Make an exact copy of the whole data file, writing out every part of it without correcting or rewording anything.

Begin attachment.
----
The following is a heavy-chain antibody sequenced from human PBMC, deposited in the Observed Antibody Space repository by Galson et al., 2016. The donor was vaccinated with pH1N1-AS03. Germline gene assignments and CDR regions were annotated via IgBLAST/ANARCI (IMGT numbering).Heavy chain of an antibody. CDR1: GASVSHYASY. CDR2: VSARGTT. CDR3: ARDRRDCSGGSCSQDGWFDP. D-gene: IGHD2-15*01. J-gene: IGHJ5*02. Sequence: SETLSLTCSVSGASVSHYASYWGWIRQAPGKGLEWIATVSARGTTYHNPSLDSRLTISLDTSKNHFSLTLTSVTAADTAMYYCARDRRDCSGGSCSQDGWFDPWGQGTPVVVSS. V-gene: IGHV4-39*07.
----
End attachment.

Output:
The following is a heavy-chain antibody sequenced from human PBMC, deposited in the Observed Antibody Space repository by Galson et al., 2016. The donor was vaccinated with pH1N1-AS03. Germline gene assignments and CDR regions were annotated via IgBLAST/ANARCI (IMGT numbering).Heavy chain of an antibody. CDR1: GASVSHYASY. CDR2: VSARGTT. CDR3: ARDRRDCSGGSCSQDGWFDP. D-gene: IGHD2-15*01. J-gene: IGHJ5*02. Sequence: SETLSLTCSVSGASVSHYASYWGWIRQAPGKGLEWIATVSARGTTYHNPSLDSRLTISLDTSKNHFSLTLTSVTAADTAMYYCARDRRDCSGGSCSQDGWFDPWGQGTPVVVSS. V-gene: IGHV4-39*07.